Developers defend gross area flat figures

PUBLISHED : Monday, 17 January, 2011, 12:00am
UPDATED : Monday, 17 January, 2011, 12:00am

Buyers need to know the gross floor area of a flat, otherwise they cannot compare the leisure and green facilities of different estates, the Real Estate Developers Association says.

Association secretary general Louis Loong Hon-biu said it objected to the proposed ban on using gross floor area to describe a flat, arguing it should be stated with the internal - or usable - floor area.

But Dr Lawrence Poon Wing-cheung, a spokesman for the Institute of Surveyors, said the association's argument was self-serving, adding buyers did not need to know the gross floor area of a flat because developers used different definitions.

'There is no universal definition of [gross floor area],' Poon said. 'Developers can include whatever items in the common areas they want and flat buyers have no way to verify their size. This will make law enforcement impossible.

'Two sets of figures describing the size of a flat will confuse buyers, especially when they are under stress in a sales office with agents urging them to buy the flat or not.'

Gross floor area usually includes the unit's internal floor area and its share of common areas.

Loong defended its use as essential. 'If there are two projects, one with a clubhouse and other amenities and the other without, how do buyers differentiate when you only know the flat's internal area and not the gross floor area?' he said.

'We feel ambivalent about the use of saleable area: it is all right if gross floor area is given side by side.'

A government-appointed committee preparing draft legislation to regulate flat-sale practices is considering ending the use of gross floor area in sale brochures, price lists and promotion materials.

Developers could only use 'saleable area' - the internal area of a flat without bay windows - as the standard of flat size. In the past, some unlikely items - a watchman's office and private roads, for example - were found to be included in some calculations, which buyers had to pay for.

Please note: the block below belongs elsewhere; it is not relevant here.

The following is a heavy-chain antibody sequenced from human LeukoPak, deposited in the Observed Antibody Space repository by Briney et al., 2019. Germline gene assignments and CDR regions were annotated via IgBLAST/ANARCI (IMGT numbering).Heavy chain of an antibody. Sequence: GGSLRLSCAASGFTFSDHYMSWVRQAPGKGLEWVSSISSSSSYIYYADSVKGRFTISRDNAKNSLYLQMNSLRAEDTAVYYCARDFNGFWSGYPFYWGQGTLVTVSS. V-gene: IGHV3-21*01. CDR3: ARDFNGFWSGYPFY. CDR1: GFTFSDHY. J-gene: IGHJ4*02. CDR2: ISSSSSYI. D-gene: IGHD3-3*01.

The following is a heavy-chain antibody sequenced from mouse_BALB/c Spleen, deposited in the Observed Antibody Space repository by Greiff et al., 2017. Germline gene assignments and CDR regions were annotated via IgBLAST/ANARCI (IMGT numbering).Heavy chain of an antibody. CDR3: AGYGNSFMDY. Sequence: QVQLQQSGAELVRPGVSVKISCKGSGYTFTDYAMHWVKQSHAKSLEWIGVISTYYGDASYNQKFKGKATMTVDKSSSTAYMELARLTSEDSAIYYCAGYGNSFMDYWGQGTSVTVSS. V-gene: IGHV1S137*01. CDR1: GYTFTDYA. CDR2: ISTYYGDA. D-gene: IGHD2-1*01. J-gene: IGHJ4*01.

'Without gross floor area figures, flat hunters will still be able to find out how many tennis courts and swimming pools you provide. They don't have to know the exact figures,' said Poon, who is also a member of the draft committee.

Meanwhile, advocacy group Green Sense has called for tighter control over the sale of flats, warning the prevailing system fails to protect buyers of developments governed by so-called 'old land leases', usually those issued before the 1960s.

Those built on sites with such land leases do not need government approval for the pre-sale of incomplete flats. This contrasts with those coming under the Lands Department consent scheme, which approves applications by developers to sell flats in projects that have not been completed.

Green Sense president Roy Tam Hoi-pong said: 'This reflects the lack of control over the sale of non-consent scheme projects.'

Tam also said it was unreasonable for the sale of flats to be under two systems of regulation.

Meanwhile, a spokesman for the Transport and Housing Bureau said a government panel was working to improve regulations over the sale of new flats and hoped it could submit a report later this year.

The Icon, developed by Winfoong International, hit the headlines last week after a buyer accused Winfoong of failing to honour the transaction. She completed the purchase deal last month but when she went to inspect the flat last week, she found that electricity cables and water pipes had not been fitted, the flooring was missing and building materials were in the area designated for the kitchen.

She paid HK$9.7 million for the two-bedroom flat measuring 691 sq ft and was planning to sue the developer for compensation.

The Icon is a 17-storey residential project, with 68 flats of 690 sq ft to 781 sq ft, according to the developer's website.

Louis Chan Wing-kit, managing director of Centaline Property, declined to comment yesterday.

A spokesman for Winfoong International could not be reached for comment last night.

House rules

Changes in future private residential developments

Features likely to disappear
Covered walkway
Noise barrier
Bay window
Owners? corporation office
Rainwater/grey water recycling system
Swimming Pool

Water and drainage pipes, currently concealed in ducts at lift lobbies, would be exposed on the external walls

A large circular ramp in underground car parks if site is on a slope

The government proposes buildings be 15 metres the centre of a road. Developers say that in the transition period this will create an uneven appearance

1. New buildings will be built further back

2. Older buildings further forward will make street alignment uneven

3. Goal is to have all buildings level